The most recent press releases about innovation >>>

Die letzten 5 Focus-News des innovations-reports im Überblick:

Im Focus: Scientists channel graphene to understand filtration and ion transport into cells

Tiny pores at a cell's entryway act as miniature bouncers, letting in some electrically charged atoms--ions--but blocking others. Operating as exquisitely sensitive filters, these "ion channels" play a critical role in biological functions such as muscle contraction and the firing of brain cells.

To rapidly transport the right ions through the cell membrane, the tiny channels rely on a complex interplay between the ions and surrounding molecules,...

Im Focus: Towards data storage at the single molecule level

The miniaturization of the current technology of storage media is hindered by fundamental limits of quantum mechanics. A new approach consists in using so-called spin-crossover molecules as the smallest possible storage unit. Similar to normal hard drives, these special molecules can save information via their magnetic state. A research team from Kiel University has now managed to successfully place a new class of spin-crossover molecules onto a surface and to improve the molecule’s storage capacity. The storage density of conventional hard drives could therefore theoretically be increased by more than one hundred fold. The study has been published in the scientific journal Nano Letters.

Over the past few years, the building blocks of storage media have gotten ever smaller. But further miniaturization of the current technology is hindered by...

Im Focus: Successful Mechanical Testing of Nanowires

With innovative experiments, researchers at the Helmholtz-Zentrums Geesthacht and the Technical University Hamburg unravel why tiny metallic structures are extremely strong

Light-weight and simultaneously strong – porous metallic nanomaterials promise interesting applications as, for instance, for future aeroplanes with enhanced...

Im Focus: Virtual Reality for Bacteria

An interdisciplinary group of researchers interfaced individual bacteria with a computer to build a hybrid bio-digital circuit - Study published in Nature Communications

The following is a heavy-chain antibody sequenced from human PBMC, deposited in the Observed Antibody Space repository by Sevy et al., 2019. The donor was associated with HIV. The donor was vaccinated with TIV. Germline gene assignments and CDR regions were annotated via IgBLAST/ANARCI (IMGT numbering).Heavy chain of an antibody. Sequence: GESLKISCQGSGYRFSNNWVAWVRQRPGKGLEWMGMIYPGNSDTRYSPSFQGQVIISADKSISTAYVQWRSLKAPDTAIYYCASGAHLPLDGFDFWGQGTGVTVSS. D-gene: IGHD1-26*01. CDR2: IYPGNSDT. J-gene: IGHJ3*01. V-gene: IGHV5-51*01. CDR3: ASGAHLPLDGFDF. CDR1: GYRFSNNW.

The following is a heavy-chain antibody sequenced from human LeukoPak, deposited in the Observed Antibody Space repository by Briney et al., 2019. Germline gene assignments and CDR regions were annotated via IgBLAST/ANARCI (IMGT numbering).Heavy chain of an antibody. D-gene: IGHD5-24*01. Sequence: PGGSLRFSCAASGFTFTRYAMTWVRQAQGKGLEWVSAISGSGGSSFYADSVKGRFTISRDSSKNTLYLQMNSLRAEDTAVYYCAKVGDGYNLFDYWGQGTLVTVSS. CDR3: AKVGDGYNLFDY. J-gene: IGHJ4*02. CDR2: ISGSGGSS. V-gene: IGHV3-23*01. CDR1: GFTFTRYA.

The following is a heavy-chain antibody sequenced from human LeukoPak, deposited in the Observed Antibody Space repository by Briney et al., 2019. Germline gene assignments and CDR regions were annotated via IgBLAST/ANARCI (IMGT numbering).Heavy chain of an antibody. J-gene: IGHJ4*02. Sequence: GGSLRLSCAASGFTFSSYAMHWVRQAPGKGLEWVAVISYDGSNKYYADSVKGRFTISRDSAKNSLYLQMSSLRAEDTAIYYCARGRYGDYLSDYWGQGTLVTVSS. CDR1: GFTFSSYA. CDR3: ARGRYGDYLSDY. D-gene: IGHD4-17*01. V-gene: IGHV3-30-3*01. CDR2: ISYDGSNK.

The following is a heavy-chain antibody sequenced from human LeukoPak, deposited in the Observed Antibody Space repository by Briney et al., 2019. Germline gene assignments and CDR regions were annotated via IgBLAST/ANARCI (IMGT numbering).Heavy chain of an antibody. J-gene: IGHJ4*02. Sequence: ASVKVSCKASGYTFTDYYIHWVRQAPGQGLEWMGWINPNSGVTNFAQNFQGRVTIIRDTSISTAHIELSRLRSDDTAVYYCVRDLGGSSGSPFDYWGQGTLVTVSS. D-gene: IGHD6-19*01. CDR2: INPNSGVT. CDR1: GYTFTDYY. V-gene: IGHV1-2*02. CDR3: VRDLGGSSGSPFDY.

Scientists at the Institute of Science and Technology Austria (IST Austria) have managed to control the behavior of individual bacteria by connecting them to a...

Im Focus: A space-time sensor for light-matter interactions

Physicists in the Laboratory for Attosecond Physics (run jointly by LMU Munich and the Max Planck Institute for Quantum Optics) have developed an attosecond electron microscope that allows them to visualize the dispersion of light in time and space, and observe the motions of electrons in atoms.

The most basic of all physical interactions in nature is that between light and matter. This interaction takes place in attosecond times (i.e. billionths of a...

All Focus news of the innovation-report >>>

Anzeige

Anzeige

Event News

See, understand and experience the work of the future

11.12.2017 | Event News

Innovative strategies to tackle parasitic worms

08.12.2017 | Event News

AKL’18: The opportunities and challenges of digitalization in the laser industry

07.12.2017 | Event News

 
Latest News

Midwife and signpost for photons

11.12.2017 | Physics and Astronomy

How do megacities impact coastal seas? Searching for evidence in Chinese marginal seas

11.12.2017 | Earth Sciences

PhoxTroT: Optical Interconnect Technologies Revolutionized Data Centers and HPC Systems

11.12.2017 | Information Technology

VideoLinks
B2B-VideoLinks
More VideoLinks >>>